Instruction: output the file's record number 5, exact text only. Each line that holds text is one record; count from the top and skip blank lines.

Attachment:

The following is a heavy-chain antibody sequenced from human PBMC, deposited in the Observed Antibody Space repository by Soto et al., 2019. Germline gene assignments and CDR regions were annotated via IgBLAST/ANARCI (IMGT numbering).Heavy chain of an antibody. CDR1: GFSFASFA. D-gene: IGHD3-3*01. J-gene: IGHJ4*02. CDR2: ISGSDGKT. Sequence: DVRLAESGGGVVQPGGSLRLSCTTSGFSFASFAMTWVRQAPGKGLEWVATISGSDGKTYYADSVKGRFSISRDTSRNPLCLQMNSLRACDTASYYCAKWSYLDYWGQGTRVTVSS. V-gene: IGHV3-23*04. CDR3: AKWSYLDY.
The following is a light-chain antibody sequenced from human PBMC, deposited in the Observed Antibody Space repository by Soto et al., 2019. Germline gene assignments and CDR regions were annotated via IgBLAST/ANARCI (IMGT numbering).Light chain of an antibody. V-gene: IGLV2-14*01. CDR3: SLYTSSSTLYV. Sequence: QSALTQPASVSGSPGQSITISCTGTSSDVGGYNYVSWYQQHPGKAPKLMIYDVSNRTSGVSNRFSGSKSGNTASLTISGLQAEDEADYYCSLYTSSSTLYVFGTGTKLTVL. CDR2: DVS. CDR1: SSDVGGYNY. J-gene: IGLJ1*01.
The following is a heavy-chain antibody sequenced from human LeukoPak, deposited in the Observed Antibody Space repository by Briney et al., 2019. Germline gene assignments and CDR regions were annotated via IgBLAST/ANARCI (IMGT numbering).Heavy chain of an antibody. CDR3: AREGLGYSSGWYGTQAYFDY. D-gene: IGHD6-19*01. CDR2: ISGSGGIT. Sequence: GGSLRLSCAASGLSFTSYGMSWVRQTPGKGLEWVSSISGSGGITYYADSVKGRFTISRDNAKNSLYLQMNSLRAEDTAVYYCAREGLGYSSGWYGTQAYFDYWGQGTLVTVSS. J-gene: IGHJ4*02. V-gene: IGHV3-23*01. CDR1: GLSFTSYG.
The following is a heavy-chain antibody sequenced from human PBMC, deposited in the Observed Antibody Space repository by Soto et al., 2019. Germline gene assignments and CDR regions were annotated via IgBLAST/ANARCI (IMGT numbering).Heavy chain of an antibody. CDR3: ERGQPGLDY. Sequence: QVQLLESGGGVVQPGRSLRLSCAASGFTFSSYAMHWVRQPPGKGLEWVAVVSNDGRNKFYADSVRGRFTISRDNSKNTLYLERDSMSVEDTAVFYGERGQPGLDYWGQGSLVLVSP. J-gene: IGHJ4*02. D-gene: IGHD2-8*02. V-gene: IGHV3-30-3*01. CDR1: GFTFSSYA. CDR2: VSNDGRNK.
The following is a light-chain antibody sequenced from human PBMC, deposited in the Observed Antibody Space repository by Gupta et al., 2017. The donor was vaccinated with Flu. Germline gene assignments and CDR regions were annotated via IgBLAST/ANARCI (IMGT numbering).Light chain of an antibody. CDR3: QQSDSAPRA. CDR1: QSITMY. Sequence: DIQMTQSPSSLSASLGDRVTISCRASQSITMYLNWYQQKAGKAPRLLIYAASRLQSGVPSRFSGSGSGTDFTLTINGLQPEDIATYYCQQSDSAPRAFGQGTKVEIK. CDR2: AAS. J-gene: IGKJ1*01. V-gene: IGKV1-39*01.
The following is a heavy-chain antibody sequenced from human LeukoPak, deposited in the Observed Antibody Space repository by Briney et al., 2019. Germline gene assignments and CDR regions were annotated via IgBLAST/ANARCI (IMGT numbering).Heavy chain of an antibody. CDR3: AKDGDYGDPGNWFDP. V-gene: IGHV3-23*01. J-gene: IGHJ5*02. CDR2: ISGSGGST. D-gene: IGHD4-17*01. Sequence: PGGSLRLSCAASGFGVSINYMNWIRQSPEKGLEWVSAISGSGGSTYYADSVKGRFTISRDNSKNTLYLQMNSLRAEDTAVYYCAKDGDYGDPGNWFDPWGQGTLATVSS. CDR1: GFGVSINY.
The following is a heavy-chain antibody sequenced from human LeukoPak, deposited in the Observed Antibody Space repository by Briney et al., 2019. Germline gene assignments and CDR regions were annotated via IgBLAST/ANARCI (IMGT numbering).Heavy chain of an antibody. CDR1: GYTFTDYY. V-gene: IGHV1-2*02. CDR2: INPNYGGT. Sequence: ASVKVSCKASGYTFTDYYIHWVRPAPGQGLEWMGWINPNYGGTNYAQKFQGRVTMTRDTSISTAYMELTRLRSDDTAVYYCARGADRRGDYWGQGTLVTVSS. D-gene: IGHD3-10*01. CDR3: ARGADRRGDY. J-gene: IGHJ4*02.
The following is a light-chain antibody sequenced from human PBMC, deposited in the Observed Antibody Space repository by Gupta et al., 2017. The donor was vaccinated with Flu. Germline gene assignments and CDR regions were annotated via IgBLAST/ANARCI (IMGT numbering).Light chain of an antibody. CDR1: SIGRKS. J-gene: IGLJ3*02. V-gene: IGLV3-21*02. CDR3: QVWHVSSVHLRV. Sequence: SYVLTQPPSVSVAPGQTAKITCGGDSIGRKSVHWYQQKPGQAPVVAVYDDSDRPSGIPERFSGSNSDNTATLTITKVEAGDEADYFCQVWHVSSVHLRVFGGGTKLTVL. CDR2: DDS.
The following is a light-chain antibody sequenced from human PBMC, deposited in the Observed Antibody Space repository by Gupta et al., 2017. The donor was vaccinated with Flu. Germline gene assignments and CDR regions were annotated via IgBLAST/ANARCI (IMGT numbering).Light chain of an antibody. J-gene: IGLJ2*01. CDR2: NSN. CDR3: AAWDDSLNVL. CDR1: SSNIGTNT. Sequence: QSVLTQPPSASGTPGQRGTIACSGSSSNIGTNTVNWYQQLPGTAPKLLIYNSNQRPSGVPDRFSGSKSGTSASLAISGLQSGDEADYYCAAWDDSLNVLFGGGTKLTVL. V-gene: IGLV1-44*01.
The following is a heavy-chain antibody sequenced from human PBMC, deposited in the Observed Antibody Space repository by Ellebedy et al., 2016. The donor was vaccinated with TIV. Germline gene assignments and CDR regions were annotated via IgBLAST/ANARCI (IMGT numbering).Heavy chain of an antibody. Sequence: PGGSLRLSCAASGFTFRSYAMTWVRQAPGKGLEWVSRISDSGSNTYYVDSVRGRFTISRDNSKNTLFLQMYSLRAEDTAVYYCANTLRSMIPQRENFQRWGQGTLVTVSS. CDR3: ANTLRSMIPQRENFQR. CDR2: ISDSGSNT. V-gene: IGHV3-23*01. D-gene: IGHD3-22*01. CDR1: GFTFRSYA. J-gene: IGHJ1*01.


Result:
The following is a light-chain antibody sequenced from human PBMC, deposited in the Observed Antibody Space repository by Gupta et al., 2017. The donor was vaccinated with Flu. Germline gene assignments and CDR regions were annotated via IgBLAST/ANARCI (IMGT numbering).Light chain of an antibody. CDR3: QQSDSAPRA. CDR1: QSITMY. Sequence: DIQMTQSPSSLSASLGDRVTISCRASQSITMYLNWYQQKAGKAPRLLIYAASRLQSGVPSRFSGSGSGTDFTLTINGLQPEDIATYYCQQSDSAPRAFGQGTKVEIK. CDR2: AAS. J-gene: IGKJ1*01. V-gene: IGKV1-39*01.